For the ninth day of advent, Ian McKinney, Verlingue’s corporate director, highlights the positive relationships between underwriters and brokers

For the festive period and continuing every day until Christmas Eve, Insurance Times speaks to a selection of industry personalities about what they’d like to find under the tree for 2024. 

What was your insurance industry highlight of 2023?

Personally, it has to be the opening of our new Verlingue Birmingham office in September, but this also crosses over with a wider market highlight – the increasing tendency for insurers to actually want to do business.

Ian Mckinney xmas

Ian Mckinney

After the recent hard market and period of rapid rate correction, and despite difficult ongoing economic and inflationary pressures, it feels like some sanity has finally returned to the market, with underwriters increasingly willing to engage with brokers on rate and terms.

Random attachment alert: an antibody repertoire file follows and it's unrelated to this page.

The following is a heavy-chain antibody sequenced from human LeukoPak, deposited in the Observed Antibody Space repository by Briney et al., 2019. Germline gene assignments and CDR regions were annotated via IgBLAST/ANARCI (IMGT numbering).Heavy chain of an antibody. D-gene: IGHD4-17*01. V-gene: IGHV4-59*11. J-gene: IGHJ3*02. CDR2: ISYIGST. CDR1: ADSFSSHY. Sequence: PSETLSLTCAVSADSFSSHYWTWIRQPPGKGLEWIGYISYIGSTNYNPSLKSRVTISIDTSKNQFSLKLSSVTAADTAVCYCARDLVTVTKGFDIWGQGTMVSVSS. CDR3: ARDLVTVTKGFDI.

It has been great to have conversations with underwriters who are now more empowered and can make decisions at a local level, especially when dealing with complex cases.

What is your Christmas message for your insurance colleagues?

We are unfortunate enough to live in very interesting times, as the old saying goes. 2022 and 2023 brought war and suffering after the pandemic in 2020-22 had already been a huge shock to the global economic system. Many of our clients head into 2024 with continued uncertainty about interest rates, inflation, supply, demand and more. 

It’s important to remember that when we, in the insurance market, work for our clients, we provide them with the certainty they need to run their businesses. We are the grease that allows the economic engine to operate and we should always remember that.

What do you hope to find under the industry’s Christmas tree for 2024?

On a personal level, I would really love a cut in insurance premium tax to an easier to calculate percentage – 5% preferably but I would settle for 10%.

For a more realistic possibility, I’d like to see the FCA finally accept that the regulatory burden on brokers in the UK is disproportionate to the risk and that the hyper-competitive nature of the broking market necessarily results in an element of natural self-regulation – customers that receive poor outcomes don’t often stay with their broker.

Indeed, if the FCA took a more proactive and targeted approach, they could achieve so much more with the limited resources they have.